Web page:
New 'Gossip' App Fizz Leads To Widespread High School Bullying, Raises Concerns Over Teen Anxiety: Report (Updated)

Editor’s Note: This story has been updated with comments from a Fizz spokesperson.

The launch of a new gossip app, Fizz, at a Vermont high school has reportedly led to widespread bullying and controversy, reigniting concerns about the impact of social media on teen mental health.

What Happened: The app, created by two Stanford University students, was intended to provide a safe, anonymous space for students to connect. However, it quickly devolved into a platform for cyberbullying, The Wall Street Journal reported.

The high school’s principal described the situation as the most disruptive in his nine years at the school.

Posts on the app included speculation about students’ sexual orientation, mocking of their appearance and disabilities, and accusations of teacher-student relationships. The app’s upvoting system often pushed the most harmful posts to the top, creating an environment of fear and distrust among the students.

Subscribe to the Benzinga Tech Trends newsletter to get all the latest tech developments delivered to your inbox.

Despite the app’s community guidelines, which prohibit bullying and hate speech, the situation quickly spiraled out of control, leading to student tears and distress.

"It was advertised as a gossip app," says Nikhil Blasius, student body co-president at the Vermont school.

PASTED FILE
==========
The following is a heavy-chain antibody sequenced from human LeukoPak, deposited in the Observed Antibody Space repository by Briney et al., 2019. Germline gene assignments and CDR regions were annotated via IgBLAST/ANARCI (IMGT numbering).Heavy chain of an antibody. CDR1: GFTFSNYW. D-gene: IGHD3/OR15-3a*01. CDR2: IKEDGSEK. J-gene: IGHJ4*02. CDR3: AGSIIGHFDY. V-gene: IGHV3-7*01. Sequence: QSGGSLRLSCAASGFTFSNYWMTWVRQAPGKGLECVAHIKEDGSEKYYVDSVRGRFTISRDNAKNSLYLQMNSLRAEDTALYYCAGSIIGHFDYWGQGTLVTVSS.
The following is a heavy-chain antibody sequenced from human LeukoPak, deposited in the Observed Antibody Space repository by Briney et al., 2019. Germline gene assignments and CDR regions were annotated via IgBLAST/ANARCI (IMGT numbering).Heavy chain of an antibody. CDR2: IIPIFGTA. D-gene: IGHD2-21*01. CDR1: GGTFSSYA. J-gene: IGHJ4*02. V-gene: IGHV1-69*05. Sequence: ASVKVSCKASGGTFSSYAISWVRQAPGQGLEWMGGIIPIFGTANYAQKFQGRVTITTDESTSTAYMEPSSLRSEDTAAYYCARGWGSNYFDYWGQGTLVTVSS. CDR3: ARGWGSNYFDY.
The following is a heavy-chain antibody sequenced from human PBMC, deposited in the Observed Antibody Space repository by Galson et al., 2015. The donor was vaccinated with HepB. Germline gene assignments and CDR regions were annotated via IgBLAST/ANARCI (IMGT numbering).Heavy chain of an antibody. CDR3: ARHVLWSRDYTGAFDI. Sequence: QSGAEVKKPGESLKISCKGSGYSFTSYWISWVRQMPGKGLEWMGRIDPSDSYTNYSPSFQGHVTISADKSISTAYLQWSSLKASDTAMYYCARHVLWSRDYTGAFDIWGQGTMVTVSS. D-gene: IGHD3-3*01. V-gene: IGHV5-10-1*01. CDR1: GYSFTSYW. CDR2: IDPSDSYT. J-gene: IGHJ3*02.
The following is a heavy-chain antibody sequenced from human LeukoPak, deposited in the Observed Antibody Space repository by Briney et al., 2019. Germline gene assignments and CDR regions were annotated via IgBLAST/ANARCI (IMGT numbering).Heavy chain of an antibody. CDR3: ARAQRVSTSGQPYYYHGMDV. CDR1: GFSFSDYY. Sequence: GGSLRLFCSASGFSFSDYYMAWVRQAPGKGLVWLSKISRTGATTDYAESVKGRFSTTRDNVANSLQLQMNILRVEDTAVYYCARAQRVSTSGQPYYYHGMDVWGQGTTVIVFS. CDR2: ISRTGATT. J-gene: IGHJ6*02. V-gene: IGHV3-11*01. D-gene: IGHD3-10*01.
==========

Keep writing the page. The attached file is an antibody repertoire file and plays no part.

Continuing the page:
“Fizz is at 300 schools and only 2 school communities have ever been removed,” a Fizz spokesperson told Benzinga.

See Also: Palantir CEO Says Its LLM ‘More Like A Chemistry Experiment’ Being Refined For Business

While the app’s creators aimed to provide a more authentic and vulnerable social media experience, the app has been criticized for its lack of effective content moderation.

Why It Matters: The Fizz app’s rapid descent into a platform for cyberbullying is the latest in a series of incidents involving AI and social media platforms.

In 2023, AI was used to generate and share fake nude images of female students at a New Jersey high school, sparking widespread outrage.

This incident, along with others such as the creation of deepfake images targeting minor girls in a Spanish town, has raised concerns about the potential for AI to be misused for harmful purposes.

These incidents have also highlighted the need for more effective content moderation on social media platforms. In response to the rise of AI-generated fake content, Google developed a tool to spot AI-generated photos with high accuracy, aiming to prevent the spread of fake images online.

Check out more of Benzinga's Consumer Tech coverage by following this link.

Read Next: Edward Snowden Echoes Richard Stallman’s Warnings On Proprietary Software After User Says ‘Adobe Can Not Be Trusted'

Disclaimer: This content was partially produced with the help of Benzinga Neuro and was reviewed and published by Benzinga editors.

Photo courtesy: Unsplash

Market News and Data brought to you by Benzinga APIs
Posted In: NewsSocial MediaTechbenzinga neuroConsumer Techsocial mediaSoftware & Apps
Benzinga simplifies the market for smarter investing

Trade confidently with insights and alerts from analyst ratings, free reports and breaking news that affects the stocks you care about.

Join Now: Free!